The pistol used by Mrs. Sutton belongs to Iliff. It was kept in a case in a small stand in his room. The case was found on Iliff's bed. Whether Mrs. Sutton intended to murder Reed when she insisted on his coming to Hampton Junction with her last night can only be conjuectured, but from the fact that she left the pistol case exposed to view, it can be inferred that she did not take the pistol as a safeguard, but fully intended to use it immediately.
Reed was shot probably while he was asleep. There was no evidence of a struggle in the room. The woman's clothing and flesh were burned by the powder. Mrs. Sutton was a well perserved woman, but only fairly attractive. Reed was tall, thick-set, and not accounted handsome.
John Sutton, the husband, and one of his daughters arrived this afternoon. He upbraided Iliff for allowing Reed to come to the hotel. The daughter said the trouble between her father and mother was all due to her father. Sutton said he would take the remains after the inquest.
A double tragedy took place at Junction, this county, early last Wednesday morning, when Rebecca Sutton, of Califon, shot her lover then herself. The tragedy occurred at a hotel kept by I.J. Iliff. Mrs. Sutton, wife of John Sutton, a well-to-do farmer, shot her young lover, Martin Reed, three times in the head while he lay sleeping in her room, and then sent a bullet through her heart.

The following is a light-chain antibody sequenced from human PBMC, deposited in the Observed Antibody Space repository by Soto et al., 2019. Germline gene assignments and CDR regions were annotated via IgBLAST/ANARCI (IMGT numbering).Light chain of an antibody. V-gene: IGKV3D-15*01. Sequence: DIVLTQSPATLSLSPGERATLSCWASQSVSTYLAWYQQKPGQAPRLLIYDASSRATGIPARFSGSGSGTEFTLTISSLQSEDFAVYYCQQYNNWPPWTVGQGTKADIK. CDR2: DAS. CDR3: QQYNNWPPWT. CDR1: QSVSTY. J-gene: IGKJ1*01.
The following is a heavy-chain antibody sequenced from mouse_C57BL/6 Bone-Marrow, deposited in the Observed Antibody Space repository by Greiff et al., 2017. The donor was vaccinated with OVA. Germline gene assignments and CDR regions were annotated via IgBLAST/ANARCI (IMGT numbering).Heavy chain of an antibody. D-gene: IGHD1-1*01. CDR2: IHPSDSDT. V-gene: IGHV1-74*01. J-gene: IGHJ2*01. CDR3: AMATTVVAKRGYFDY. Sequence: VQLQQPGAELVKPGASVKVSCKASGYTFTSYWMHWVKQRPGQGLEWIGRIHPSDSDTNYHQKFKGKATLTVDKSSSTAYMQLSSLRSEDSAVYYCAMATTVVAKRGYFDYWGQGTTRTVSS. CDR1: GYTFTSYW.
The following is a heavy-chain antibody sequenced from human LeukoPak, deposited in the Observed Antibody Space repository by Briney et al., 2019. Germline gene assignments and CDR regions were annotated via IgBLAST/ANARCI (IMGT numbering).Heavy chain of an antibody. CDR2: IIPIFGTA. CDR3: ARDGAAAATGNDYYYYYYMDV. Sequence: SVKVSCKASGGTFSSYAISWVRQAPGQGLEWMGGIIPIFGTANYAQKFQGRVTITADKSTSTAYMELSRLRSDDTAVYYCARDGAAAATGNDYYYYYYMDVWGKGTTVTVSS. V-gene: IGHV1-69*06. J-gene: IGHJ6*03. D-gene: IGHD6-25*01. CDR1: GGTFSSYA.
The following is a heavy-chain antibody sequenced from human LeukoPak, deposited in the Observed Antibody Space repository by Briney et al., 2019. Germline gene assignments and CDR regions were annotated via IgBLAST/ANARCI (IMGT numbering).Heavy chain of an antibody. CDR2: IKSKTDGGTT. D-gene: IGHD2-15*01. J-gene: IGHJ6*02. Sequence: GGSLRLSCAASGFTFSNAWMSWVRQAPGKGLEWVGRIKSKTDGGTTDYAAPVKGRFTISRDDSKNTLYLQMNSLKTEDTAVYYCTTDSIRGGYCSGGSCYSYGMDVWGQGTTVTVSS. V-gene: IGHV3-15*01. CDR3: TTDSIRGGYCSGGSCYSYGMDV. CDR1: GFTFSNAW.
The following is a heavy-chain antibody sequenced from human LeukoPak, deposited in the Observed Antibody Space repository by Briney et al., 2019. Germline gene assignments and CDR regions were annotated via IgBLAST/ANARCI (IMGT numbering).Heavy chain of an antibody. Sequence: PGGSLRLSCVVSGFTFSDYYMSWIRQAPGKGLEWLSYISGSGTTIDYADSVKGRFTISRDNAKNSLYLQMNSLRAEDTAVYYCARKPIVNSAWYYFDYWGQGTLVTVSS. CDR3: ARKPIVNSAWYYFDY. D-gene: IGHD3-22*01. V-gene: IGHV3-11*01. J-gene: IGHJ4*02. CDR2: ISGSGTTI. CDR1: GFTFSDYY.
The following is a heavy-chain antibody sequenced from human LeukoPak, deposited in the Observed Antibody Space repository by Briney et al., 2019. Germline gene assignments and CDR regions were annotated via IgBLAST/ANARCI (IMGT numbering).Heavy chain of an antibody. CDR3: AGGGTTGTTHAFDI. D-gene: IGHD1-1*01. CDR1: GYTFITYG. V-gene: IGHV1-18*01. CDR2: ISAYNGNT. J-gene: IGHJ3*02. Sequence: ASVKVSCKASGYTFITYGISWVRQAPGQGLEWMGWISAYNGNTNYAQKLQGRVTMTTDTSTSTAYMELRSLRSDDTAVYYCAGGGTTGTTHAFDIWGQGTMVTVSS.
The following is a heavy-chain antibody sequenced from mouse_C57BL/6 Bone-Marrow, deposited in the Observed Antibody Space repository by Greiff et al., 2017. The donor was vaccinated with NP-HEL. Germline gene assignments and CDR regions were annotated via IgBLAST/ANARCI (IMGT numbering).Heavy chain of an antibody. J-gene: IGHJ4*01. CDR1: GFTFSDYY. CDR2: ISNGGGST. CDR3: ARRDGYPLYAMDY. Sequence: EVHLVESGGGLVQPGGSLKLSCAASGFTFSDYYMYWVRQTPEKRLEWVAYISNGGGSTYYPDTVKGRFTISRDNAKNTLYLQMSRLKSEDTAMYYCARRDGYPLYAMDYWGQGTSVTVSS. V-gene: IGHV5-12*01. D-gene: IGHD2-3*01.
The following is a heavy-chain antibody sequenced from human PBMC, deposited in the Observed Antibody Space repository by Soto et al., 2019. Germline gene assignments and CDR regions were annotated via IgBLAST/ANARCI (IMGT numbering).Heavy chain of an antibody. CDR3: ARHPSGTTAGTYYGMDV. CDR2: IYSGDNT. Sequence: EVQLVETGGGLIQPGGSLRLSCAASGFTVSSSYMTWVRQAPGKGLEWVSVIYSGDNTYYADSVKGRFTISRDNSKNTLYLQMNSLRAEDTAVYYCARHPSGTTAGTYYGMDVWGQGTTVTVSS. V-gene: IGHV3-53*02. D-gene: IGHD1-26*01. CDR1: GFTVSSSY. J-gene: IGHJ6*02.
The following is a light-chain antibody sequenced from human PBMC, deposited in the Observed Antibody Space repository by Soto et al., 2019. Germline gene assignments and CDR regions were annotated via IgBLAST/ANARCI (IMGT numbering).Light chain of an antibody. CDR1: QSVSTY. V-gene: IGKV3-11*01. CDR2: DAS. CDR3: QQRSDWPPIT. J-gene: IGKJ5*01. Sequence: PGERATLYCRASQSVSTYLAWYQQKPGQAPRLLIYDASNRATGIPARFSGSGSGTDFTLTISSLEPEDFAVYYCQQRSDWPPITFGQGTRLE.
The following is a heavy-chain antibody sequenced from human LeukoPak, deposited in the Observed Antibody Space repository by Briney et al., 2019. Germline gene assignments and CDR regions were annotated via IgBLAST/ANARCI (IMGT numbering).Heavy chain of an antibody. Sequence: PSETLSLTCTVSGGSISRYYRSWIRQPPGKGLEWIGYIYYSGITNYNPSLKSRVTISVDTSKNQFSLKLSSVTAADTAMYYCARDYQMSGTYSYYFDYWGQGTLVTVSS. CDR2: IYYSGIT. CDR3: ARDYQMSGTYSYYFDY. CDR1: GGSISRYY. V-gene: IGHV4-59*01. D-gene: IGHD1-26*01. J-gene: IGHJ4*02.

Mrs. Sutton was about fifty years old and the mother of eight children. Reed was about thirty-five, unmarried, and worked in a sawmill in Beattystown, Warren county. Reed first met Mrs. Sutton, while boarding with her husband in their home at Califon. Their friendship ripened into love, followed by separation of Mrs. Sutton and her husband.
Mrs. Sutton then procured employment at J. W. Iliff's hotel, at Hampton Junction. This was ten weeks ago. Reed since called every Sunday night and remained until Monday. The Sunday previous he failed to appear and Tuesday evening, Mrs. Sutton hired a rig and drove to Beattystown for him. They returned together about midnight and retired to Mrs. Sutton's apartments.
Mrs. Sutton arose early Wednesday morning and prepared breakfast and while Iliff was busy in the garden, went to his room, obtained his revolver and then stole into her apartment where Reed was still sleeping. She placed the revolver against his forehead and sent a bullet through his head. She then shot him twice more behind the left ear. Mrs. Sutton then shot herself through the heart.
Iliff heard the shot and hastened to her apartment and found Mrs. Sutton lying on the floor dead and her clothing on fire, where the bullet penetrated her body. Reed lay in bed breathing heavily and unconscious. Dr. Servis was summoned, but could do nothing for Reed, and he died three hours later, without regaining consciousness.
Reed's non-appearance Sunday evening and the thought that he might have deserted her is thought to have driven Mrs. Sutton to take Reed to the hotel and murder him and end her own life. 793